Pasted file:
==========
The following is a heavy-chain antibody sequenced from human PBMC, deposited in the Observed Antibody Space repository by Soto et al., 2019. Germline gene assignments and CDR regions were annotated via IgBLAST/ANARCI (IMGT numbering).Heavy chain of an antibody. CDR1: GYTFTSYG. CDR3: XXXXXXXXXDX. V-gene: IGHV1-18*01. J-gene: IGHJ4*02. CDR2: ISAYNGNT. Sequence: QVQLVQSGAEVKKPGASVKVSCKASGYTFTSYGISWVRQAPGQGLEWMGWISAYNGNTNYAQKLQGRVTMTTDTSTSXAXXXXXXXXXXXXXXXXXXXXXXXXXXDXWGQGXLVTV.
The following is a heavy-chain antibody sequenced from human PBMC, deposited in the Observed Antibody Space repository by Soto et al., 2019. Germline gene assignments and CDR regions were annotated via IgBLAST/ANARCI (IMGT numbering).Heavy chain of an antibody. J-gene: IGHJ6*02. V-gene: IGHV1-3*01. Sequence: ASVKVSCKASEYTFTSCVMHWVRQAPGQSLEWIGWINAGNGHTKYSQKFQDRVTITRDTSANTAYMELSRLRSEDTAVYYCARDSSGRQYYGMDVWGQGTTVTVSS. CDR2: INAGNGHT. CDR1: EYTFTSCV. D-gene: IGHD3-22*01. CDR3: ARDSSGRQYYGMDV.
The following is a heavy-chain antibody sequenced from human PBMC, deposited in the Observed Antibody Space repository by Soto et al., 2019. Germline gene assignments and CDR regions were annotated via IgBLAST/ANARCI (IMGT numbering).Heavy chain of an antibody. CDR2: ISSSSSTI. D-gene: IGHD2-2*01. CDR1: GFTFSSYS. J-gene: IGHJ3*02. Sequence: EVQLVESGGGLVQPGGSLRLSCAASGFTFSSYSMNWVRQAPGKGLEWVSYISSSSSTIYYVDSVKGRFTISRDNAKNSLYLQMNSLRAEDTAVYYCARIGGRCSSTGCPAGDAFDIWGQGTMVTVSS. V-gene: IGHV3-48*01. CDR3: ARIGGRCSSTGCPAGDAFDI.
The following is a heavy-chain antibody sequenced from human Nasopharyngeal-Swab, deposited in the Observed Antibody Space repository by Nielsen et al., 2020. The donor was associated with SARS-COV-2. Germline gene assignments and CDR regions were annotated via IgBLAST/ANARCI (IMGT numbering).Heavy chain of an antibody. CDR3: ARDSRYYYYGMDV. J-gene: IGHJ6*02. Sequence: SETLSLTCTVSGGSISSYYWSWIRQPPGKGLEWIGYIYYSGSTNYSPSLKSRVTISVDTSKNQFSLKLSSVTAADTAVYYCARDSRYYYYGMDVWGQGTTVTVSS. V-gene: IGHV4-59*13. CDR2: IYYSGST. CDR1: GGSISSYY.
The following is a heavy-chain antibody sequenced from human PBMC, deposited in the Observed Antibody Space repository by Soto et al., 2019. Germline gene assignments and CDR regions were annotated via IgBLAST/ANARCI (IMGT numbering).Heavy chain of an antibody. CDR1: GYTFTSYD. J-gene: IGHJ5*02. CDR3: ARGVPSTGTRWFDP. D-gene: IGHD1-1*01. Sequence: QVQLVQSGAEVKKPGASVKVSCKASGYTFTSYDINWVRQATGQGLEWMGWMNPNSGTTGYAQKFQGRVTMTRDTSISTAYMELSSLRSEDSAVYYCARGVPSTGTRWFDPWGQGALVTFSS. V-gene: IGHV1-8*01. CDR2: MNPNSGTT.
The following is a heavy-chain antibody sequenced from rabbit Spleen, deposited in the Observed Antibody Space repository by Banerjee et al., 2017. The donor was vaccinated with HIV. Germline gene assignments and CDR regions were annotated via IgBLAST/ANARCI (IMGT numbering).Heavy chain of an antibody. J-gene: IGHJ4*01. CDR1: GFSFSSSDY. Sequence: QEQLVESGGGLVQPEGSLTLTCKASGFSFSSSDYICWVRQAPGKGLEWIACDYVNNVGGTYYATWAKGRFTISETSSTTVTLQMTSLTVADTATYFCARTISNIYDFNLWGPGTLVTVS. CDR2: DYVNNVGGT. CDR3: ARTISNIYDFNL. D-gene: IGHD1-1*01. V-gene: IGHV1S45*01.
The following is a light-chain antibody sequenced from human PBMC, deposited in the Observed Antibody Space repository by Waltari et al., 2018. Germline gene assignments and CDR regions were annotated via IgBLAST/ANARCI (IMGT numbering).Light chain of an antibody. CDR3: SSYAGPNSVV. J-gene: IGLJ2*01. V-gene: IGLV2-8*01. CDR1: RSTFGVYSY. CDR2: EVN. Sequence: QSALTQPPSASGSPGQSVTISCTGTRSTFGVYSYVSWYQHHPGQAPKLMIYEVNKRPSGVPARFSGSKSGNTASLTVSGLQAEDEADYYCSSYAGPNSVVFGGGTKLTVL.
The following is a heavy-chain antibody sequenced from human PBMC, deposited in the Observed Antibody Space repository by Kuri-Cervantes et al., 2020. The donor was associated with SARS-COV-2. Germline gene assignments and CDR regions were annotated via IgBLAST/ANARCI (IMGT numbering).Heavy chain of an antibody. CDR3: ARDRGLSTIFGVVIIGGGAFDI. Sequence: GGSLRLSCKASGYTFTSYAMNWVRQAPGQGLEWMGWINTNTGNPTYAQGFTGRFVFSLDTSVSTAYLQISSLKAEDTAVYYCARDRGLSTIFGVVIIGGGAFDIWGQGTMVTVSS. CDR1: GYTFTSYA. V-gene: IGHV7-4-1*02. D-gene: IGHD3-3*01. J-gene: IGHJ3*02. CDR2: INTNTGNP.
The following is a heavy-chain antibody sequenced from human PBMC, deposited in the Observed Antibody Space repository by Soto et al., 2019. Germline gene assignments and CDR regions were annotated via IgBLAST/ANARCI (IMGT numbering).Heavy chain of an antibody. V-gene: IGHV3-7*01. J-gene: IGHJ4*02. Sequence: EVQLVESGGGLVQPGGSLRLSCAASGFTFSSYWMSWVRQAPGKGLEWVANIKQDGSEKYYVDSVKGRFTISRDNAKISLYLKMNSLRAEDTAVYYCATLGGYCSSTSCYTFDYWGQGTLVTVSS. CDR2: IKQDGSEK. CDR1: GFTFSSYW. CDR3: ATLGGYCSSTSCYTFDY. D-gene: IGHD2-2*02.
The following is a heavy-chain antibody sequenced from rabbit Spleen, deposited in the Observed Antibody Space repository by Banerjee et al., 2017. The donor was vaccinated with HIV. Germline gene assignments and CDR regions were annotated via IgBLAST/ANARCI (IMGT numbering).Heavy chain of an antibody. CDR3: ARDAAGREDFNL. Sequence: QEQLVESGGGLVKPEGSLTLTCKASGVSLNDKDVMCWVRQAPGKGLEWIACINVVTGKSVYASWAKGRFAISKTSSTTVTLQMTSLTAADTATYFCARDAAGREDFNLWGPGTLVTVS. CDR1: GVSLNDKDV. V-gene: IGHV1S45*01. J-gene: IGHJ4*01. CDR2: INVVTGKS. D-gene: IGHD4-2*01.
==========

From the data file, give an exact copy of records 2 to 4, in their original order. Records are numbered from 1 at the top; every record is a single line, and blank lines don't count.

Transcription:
The following is a heavy-chain antibody sequenced from human PBMC, deposited in the Observed Antibody Space repository by Soto et al., 2019. Germline gene assignments and CDR regions were annotated via IgBLAST/ANARCI (IMGT numbering).Heavy chain of an antibody. J-gene: IGHJ6*02. V-gene: IGHV1-3*01. Sequence: ASVKVSCKASEYTFTSCVMHWVRQAPGQSLEWIGWINAGNGHTKYSQKFQDRVTITRDTSANTAYMELSRLRSEDTAVYYCARDSSGRQYYGMDVWGQGTTVTVSS. CDR2: INAGNGHT. CDR1: EYTFTSCV. D-gene: IGHD3-22*01. CDR3: ARDSSGRQYYGMDV.
The following is a heavy-chain antibody sequenced from human PBMC, deposited in the Observed Antibody Space repository by Soto et al., 2019. Germline gene assignments and CDR regions were annotated via IgBLAST/ANARCI (IMGT numbering).Heavy chain of an antibody. CDR2: ISSSSSTI. D-gene: IGHD2-2*01. CDR1: GFTFSSYS. J-gene: IGHJ3*02. Sequence: EVQLVESGGGLVQPGGSLRLSCAASGFTFSSYSMNWVRQAPGKGLEWVSYISSSSSTIYYVDSVKGRFTISRDNAKNSLYLQMNSLRAEDTAVYYCARIGGRCSSTGCPAGDAFDIWGQGTMVTVSS. V-gene: IGHV3-48*01. CDR3: ARIGGRCSSTGCPAGDAFDI.
The following is a heavy-chain antibody sequenced from human Nasopharyngeal-Swab, deposited in the Observed Antibody Space repository by Nielsen et al., 2020. The donor was associated with SARS-COV-2. Germline gene assignments and CDR regions were annotated via IgBLAST/ANARCI (IMGT numbering).Heavy chain of an antibody. CDR3: ARDSRYYYYGMDV. J-gene: IGHJ6*02. Sequence: SETLSLTCTVSGGSISSYYWSWIRQPPGKGLEWIGYIYYSGSTNYSPSLKSRVTISVDTSKNQFSLKLSSVTAADTAVYYCARDSRYYYYGMDVWGQGTTVTVSS. V-gene: IGHV4-59*13. CDR2: IYYSGST. CDR1: GGSISSYY.